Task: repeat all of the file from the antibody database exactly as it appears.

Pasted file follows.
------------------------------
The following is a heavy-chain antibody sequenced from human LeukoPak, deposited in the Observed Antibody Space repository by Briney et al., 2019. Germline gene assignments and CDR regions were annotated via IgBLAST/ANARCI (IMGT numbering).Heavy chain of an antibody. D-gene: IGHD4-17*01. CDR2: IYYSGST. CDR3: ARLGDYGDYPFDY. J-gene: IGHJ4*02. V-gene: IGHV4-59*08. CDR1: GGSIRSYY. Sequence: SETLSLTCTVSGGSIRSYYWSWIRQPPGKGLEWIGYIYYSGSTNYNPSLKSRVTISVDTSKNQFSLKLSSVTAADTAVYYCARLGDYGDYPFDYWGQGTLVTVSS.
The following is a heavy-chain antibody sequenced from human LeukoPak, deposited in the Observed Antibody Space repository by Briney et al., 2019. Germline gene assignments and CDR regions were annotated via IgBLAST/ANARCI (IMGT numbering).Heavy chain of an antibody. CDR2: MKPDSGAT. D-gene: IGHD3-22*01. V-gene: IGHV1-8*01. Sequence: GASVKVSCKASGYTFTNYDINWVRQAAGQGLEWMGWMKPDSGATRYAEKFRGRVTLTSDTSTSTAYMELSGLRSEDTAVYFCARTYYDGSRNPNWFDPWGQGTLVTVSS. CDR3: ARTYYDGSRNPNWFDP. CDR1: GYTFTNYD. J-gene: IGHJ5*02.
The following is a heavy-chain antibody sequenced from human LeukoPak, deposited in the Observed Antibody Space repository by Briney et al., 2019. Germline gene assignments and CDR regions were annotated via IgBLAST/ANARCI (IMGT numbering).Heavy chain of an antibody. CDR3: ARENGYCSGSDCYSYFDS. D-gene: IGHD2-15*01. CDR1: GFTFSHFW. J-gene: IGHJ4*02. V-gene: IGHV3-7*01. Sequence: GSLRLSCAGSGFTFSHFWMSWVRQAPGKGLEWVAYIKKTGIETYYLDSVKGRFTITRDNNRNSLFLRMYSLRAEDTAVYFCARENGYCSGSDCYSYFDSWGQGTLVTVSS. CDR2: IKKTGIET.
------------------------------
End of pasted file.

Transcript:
The following is a heavy-chain antibody sequenced from human LeukoPak, deposited in the Observed Antibody Space repository by Briney et al., 2019. Germline gene assignments and CDR regions were annotated via IgBLAST/ANARCI (IMGT numbering).Heavy chain of an antibody. D-gene: IGHD4-17*01. CDR2: IYYSGST. CDR3: ARLGDYGDYPFDY. J-gene: IGHJ4*02. V-gene: IGHV4-59*08. CDR1: GGSIRSYY. Sequence: SETLSLTCTVSGGSIRSYYWSWIRQPPGKGLEWIGYIYYSGSTNYNPSLKSRVTISVDTSKNQFSLKLSSVTAADTAVYYCARLGDYGDYPFDYWGQGTLVTVSS.
The following is a heavy-chain antibody sequenced from human LeukoPak, deposited in the Observed Antibody Space repository by Briney et al., 2019. Germline gene assignments and CDR regions were annotated via IgBLAST/ANARCI (IMGT numbering).Heavy chain of an antibody. CDR2: MKPDSGAT. D-gene: IGHD3-22*01. V-gene: IGHV1-8*01. Sequence: GASVKVSCKASGYTFTNYDINWVRQAAGQGLEWMGWMKPDSGATRYAEKFRGRVTLTSDTSTSTAYMELSGLRSEDTAVYFCARTYYDGSRNPNWFDPWGQGTLVTVSS. CDR3: ARTYYDGSRNPNWFDP. CDR1: GYTFTNYD. J-gene: IGHJ5*02.
The following is a heavy-chain antibody sequenced from human LeukoPak, deposited in the Observed Antibody Space repository by Briney et al., 2019. Germline gene assignments and CDR regions were annotated via IgBLAST/ANARCI (IMGT numbering).Heavy chain of an antibody. CDR3: ARENGYCSGSDCYSYFDS. D-gene: IGHD2-15*01. CDR1: GFTFSHFW. J-gene: IGHJ4*02. V-gene: IGHV3-7*01. Sequence: GSLRLSCAGSGFTFSHFWMSWVRQAPGKGLEWVAYIKKTGIETYYLDSVKGRFTITRDNNRNSLFLRMYSLRAEDTAVYFCARENGYCSGSDCYSYFDSWGQGTLVTVSS. CDR2: IKKTGIET.